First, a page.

• No sourceCan Finish What You Start
        •  Autonomy
          • No sourceAutonomy and Freedom in Job
          • No sourceChance for Initiative and Judgment
          • No sourceOpportunity for Independence and Freedom
        •  Feedback
          • No sourceExtent of Feedback From Doing Job Itself
          • No sourceDoing Job Provides Chances for Feedback
          • No sourceAfter Finishing Job, Know Own Performance
      •  Job Stability and Rotation
        • No sourceNumber of Supervisors in Past Year
        • No sourceNumber of Work Teams in Past Year
        • No sourceNumber of Work Group Reorganizations in Past Year
        • No sourceNumber of Times Nature of Job Changed
        • No sourceJob Rotation Practices
    •  Human Resources Systems and Practices
      •  Recruitment and Selection
        •  Recruitment Operations
          • No sourceSources of People for Current Job
        •  Selection Assessment Methods Used
          • No sourceAssessment Methods Used to Select for Job
      •  Training and Development
        •  Training Methods
          • No sourceTraining Methods Used in Company
        •  Training Topics and Content
          • No sourceAreas of Recent Formal Training
        •  Extent and Support of Training Activities
          • No sourceRecent Technical Skill Training
      •  Reward System
        •  Basis of Compensation
          • No sourceCompensation Package Components
        •  Benefits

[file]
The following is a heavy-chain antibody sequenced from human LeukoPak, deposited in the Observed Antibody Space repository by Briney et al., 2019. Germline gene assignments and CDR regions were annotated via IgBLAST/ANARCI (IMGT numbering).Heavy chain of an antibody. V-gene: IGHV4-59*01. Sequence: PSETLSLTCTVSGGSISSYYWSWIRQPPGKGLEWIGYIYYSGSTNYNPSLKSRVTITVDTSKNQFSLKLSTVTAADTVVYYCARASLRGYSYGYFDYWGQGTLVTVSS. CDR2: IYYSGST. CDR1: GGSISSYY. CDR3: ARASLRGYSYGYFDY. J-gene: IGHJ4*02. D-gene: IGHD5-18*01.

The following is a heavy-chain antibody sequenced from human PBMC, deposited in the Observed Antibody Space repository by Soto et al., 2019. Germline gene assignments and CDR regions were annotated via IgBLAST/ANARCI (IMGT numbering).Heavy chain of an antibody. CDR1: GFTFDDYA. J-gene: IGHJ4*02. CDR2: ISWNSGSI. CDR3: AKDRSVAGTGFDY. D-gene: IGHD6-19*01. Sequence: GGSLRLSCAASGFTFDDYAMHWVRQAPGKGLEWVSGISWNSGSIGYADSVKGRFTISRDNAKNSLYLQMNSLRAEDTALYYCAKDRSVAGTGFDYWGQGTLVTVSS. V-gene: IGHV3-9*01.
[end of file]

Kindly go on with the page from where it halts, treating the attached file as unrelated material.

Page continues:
• No sourceBenefit Components
  •  Social Processes
    •  Goals
      •  Individual Goal Characteristics
        • No sourceAchieve Most Important Individual Goal
        • No sourceHow Many Quantitative Individual Goals
      •  Goal Feedback
        • No sourceHow Many Specific Individual Goals
        • No sourceWhen Get Information on Individual Goals
        • No sourceInformal, Job-Relevant Feedback
        • No sourceMeet One-on-One With Supervisor on Goals, Training, and Development
    •  Roles
      •  Role Conflict
        • No sourceOften Receive Conflicting Requests
        • No sourceWork With Groups With Different Focuses
        • No sourceYou and Your Supervisor Agree About Job
        • No sourceSupervisor Makes Conflicting Requests
      •  Role Negotiability
        • No sourceNegotiate Changes in Role with Supervisor
        • No sourceSignificant Input Into Way You Do Job
      •  Role Overload
        • No sourceGet Assignments without Adequate Resources
        • No sourceGiven Enough Time to Do Work
        • No sourceToo Much for One Person to Do
    •  Culture
      •  Organizational Values
        •  Guiding Principles of Organization
          • No sourceTaking Chances; Going Out on a Limb
          • No sourceFairness; Justice
          • No sourcePrecision
          • No sourceStability
          • No sourceGetting Things Done
          • No sourceCaring About Employees
          • No sourceInnovation
          • No sourceAggressiveness
          • No sourceValuing Customers
          • No sourceProviding High Quality Products
          • No sourceOpenness and Honesty
          • No sourceFlexibility, Adapting to Change
    •  Supervisor Role
      • No sourceSupervisor Friendly and Supportive
      • No sourceSupervisor Takes Active Role
      • No sourceSupervisor Provides Clear Vision
      • No sourceSupervisor Solves Problems
Expand Work Context — Physical and social factors that influence the nature of work

Primary occupational information source for Content Model items:

O*NET Data Collection Program U.S. Department of Labor
O*NET Data Collection Program

Supplemental sources of information:

Bureau of Labor Statistics U.S. Department of Labor
Bureau of Labor Statistics external site
CareerOneStop U.S. Department of Labor
CareerOneStop external site
Office of Apprenticeship U.S. Department of Labor
Office of Apprenticeship external site
Classification of Instructional Programs U.S. Department of Education
Classification of Instructional Programs external site

Other indicators:

Data not currently available Data not currently available